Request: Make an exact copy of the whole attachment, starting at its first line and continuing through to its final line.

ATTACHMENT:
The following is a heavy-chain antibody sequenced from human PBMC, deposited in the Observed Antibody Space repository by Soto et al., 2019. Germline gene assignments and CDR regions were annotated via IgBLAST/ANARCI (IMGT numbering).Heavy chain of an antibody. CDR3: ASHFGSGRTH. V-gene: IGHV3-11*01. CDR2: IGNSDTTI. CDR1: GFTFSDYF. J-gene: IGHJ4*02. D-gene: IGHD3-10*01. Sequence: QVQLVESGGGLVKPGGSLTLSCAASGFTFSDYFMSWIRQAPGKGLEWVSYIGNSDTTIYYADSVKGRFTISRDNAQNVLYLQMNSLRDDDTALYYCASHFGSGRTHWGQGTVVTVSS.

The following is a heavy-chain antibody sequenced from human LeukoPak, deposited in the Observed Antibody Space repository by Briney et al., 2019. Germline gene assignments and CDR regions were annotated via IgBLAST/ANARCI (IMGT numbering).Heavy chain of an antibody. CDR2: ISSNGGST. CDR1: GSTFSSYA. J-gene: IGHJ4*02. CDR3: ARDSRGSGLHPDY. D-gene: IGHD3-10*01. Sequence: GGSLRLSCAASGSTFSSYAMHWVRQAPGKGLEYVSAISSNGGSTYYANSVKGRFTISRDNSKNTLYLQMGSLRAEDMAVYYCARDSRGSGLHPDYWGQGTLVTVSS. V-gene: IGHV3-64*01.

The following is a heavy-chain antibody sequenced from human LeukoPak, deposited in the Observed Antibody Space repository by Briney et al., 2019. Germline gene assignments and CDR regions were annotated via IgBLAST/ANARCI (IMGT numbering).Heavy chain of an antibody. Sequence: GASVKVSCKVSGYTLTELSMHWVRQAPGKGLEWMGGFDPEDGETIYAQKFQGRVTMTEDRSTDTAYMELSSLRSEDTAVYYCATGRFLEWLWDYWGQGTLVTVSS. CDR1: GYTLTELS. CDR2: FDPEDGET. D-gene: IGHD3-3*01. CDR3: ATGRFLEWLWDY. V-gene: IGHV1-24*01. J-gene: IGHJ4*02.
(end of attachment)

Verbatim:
The following is a heavy-chain antibody sequenced from human PBMC, deposited in the Observed Antibody Space repository by Soto et al., 2019. Germline gene assignments and CDR regions were annotated via IgBLAST/ANARCI (IMGT numbering).Heavy chain of an antibody. CDR3: ASHFGSGRTH. V-gene: IGHV3-11*01. CDR2: IGNSDTTI. CDR1: GFTFSDYF. J-gene: IGHJ4*02. D-gene: IGHD3-10*01. Sequence: QVQLVESGGGLVKPGGSLTLSCAASGFTFSDYFMSWIRQAPGKGLEWVSYIGNSDTTIYYADSVKGRFTISRDNAQNVLYLQMNSLRDDDTALYYCASHFGSGRTHWGQGTVVTVSS.

The following is a heavy-chain antibody sequenced from human LeukoPak, deposited in the Observed Antibody Space repository by Briney et al., 2019. Germline gene assignments and CDR regions were annotated via IgBLAST/ANARCI (IMGT numbering).Heavy chain of an antibody. CDR2: ISSNGGST. CDR1: GSTFSSYA. J-gene: IGHJ4*02. CDR3: ARDSRGSGLHPDY. D-gene: IGHD3-10*01. Sequence: GGSLRLSCAASGSTFSSYAMHWVRQAPGKGLEYVSAISSNGGSTYYANSVKGRFTISRDNSKNTLYLQMGSLRAEDMAVYYCARDSRGSGLHPDYWGQGTLVTVSS. V-gene: IGHV3-64*01.

The following is a heavy-chain antibody sequenced from human LeukoPak, deposited in the Observed Antibody Space repository by Briney et al., 2019. Germline gene assignments and CDR regions were annotated via IgBLAST/ANARCI (IMGT numbering).Heavy chain of an antibody. Sequence: GASVKVSCKVSGYTLTELSMHWVRQAPGKGLEWMGGFDPEDGETIYAQKFQGRVTMTEDRSTDTAYMELSSLRSEDTAVYYCATGRFLEWLWDYWGQGTLVTVSS. CDR1: GYTLTELS. CDR2: FDPEDGET. D-gene: IGHD3-3*01. CDR3: ATGRFLEWLWDY. V-gene: IGHV1-24*01. J-gene: IGHJ4*02.